Still speaking of the law of love in the last public moment this visit, Pope Francis celebrated Mass among the more than 50 thousand people present in the stadium. In a country where only a month ago, on August 6th, a peace agreement was signed that ended a civil war that caused one million deaths, Francis focused his homily on the evangelical "love your enemies ".

"Many of you - he said -  Many of you can still tell your own stories of violence, hatred and conflict; some concerning things that happened to you personally, others concerning people you knew who are no longer alive, and others still, out of fear that the past wounds will reopen and reverse the progress already made towards peace".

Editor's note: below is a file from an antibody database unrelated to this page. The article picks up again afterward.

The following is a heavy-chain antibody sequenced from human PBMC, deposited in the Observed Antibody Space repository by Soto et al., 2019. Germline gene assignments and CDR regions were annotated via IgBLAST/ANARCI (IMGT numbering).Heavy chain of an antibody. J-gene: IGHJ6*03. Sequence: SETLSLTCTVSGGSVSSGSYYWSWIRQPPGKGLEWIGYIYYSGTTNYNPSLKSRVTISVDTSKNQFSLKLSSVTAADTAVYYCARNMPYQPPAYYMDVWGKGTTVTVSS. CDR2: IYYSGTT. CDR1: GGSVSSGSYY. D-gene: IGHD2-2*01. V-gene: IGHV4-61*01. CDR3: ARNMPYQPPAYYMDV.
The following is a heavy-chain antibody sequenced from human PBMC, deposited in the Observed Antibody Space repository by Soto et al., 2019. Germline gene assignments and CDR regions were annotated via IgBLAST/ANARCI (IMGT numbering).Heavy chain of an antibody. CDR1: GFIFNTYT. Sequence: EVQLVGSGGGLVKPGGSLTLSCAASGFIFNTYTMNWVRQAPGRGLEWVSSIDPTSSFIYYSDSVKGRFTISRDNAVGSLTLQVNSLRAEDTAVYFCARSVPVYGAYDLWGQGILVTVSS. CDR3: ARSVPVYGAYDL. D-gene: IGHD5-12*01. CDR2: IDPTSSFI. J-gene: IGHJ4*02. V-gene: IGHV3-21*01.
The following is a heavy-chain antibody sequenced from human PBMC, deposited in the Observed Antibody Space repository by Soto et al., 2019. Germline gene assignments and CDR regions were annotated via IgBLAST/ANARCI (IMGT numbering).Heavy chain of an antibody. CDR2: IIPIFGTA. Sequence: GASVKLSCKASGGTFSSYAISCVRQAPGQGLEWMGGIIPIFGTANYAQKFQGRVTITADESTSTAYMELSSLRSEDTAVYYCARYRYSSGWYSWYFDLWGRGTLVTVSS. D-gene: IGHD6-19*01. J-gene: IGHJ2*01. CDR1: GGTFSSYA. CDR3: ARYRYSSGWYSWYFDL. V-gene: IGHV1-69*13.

"It is not easy - he said - to speak of reconciliation while wounds are still open from the years of conflict, or to take a step towards forgiveness, which is not the same as ignoring pain or giving up our memories or ideals (cf. Evangelii Gaudium, 100).  Even so, Jesus Christ is calling us to love and to do good.  This means much more than simply ignoring the persons who harmed us, or trying to avoid encountering them.  Jesus commands us to show an active, impartial and extraordinary benevolence towards those who have hurt us.  Nor does Jesus stop there.  He also asks us to bless them and to pray for them.  In other words, to speak of them with words of blessing, with words of life not death, to speak their names not in insult or revenge, but to establish a new bond which brings peace.   It is a high standard that the Master sets before us! ".